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NGA Wants Indies Included in Supplemental Health Food Benefit Programs

Trade org urges White House officials to address issue
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Supplemental health benefits help to address wellness costs, as well as bolstering preventive care and ameliorating chronic illness through nutrition incentives and healthy eating guidance.

The National Grocers Association (NGA), the national trade association representing the independent supermarket industry, has written to a top White House official requesting a meeting of stakeholders to address the exclusion of independent grocers and their shoppers from crucial health benefit programs funded by health insurance plans.

“Private health plans, including Medicare Advantage health plans, are increasingly issuing supplemental health benefit cards that allow policyholders to purchase healthy foods in grocery stores,” noted Stephanie Johnson, VP, government relations at Washington, D.C.-based NGA, in a letter to Domestic Policy Council Director Susan Rice. “Unfortunately, these restricted-spend cards are preventing these individuals from shopping where they choose and excluding the entire independent grocery segment from program delivery.”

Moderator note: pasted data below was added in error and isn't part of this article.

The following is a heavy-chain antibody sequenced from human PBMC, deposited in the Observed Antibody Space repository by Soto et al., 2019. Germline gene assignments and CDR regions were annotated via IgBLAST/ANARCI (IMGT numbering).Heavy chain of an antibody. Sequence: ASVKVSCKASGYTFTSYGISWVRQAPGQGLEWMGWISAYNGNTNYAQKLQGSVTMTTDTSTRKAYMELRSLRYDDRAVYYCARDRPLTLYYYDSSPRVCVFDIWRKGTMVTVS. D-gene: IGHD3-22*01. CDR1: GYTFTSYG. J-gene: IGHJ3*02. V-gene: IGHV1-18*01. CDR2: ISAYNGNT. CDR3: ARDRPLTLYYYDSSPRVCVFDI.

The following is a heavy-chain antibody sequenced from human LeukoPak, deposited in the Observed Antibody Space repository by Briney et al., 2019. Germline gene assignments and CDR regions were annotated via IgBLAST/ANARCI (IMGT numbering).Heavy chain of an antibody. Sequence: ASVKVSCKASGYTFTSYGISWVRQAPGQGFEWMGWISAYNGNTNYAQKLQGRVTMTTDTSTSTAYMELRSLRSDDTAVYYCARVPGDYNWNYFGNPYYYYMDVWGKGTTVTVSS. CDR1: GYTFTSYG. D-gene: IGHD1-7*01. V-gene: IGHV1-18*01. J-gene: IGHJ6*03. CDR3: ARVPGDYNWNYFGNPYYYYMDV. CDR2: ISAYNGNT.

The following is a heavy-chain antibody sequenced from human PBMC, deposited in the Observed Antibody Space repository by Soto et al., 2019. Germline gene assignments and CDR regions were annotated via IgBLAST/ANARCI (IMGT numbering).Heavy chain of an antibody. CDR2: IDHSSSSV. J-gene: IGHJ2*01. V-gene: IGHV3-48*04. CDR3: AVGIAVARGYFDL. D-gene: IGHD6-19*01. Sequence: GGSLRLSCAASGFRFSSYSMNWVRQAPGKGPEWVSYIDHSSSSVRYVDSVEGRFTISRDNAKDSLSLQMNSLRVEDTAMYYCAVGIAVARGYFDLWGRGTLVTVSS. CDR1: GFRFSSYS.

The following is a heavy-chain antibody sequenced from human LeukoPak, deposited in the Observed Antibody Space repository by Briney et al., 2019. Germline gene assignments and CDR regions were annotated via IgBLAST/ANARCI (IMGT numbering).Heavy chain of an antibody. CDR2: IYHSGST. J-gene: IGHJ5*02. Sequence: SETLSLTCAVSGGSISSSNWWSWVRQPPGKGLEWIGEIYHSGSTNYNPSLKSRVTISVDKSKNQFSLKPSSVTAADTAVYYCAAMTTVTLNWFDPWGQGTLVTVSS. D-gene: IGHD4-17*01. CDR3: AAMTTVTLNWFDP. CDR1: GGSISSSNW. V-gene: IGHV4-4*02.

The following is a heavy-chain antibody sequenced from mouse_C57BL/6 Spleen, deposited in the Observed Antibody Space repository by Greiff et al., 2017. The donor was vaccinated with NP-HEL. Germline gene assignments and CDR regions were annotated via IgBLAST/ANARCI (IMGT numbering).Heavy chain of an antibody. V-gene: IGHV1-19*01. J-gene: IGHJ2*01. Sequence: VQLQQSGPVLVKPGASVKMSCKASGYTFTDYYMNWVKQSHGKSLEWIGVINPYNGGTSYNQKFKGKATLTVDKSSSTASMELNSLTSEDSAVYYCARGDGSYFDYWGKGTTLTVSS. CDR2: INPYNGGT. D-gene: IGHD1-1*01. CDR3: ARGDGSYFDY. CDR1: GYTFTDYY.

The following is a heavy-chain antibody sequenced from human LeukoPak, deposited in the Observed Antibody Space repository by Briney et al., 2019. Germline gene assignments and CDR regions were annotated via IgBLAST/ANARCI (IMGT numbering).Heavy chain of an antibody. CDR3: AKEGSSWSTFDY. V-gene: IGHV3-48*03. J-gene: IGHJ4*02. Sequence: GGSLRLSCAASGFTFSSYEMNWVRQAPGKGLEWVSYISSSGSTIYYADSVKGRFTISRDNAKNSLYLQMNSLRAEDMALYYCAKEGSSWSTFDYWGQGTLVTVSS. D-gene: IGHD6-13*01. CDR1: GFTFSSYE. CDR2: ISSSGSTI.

[Read more: "NGA Weighs In on Proposed WIC Food Package Changes"]

Despite the fact that consumer demand in health-and-wellness categories is on the rise, cost and access remain major obstacles for shoppers, especially amid a high-inflation environment. Supplemental health benefits help to address costs, as well as bolstering preventive care and ameliorating chronic illness through nutrition incentives and healthy eating guidance. While these public-private programs have grown, their benefits, which are usually distributed on a card, aren’t currently interoperable between retailers.

“NGA supports these types of programs, as we understand the growing importance of healthy eating behaviors to prevent serious chronic diseases,” wrote Johnson in the letter. “But to date, independents have largely been cut out of these programs and are turning their customers away because they are denied technology needed to process these new benefits.”

In a statement to the press, Johnson added: “The grocery retail industry is rapidly changing, from technology to new store formats and shifting consumer trends, but independent grocers are nimble enough to quickly adjust to such shifts, and with strong ties to their communities, they know what consumers want and need. Excluding independent grocers and their customers from supplemental health benefits harms their ability to compete against big-box stores and it negatively impacts the communities they serve. On behalf of the independent grocery sector, NGA is calling on the White House to convene a meeting of stakeholders to mediate a comprehensive solution between the various public-private partners.”

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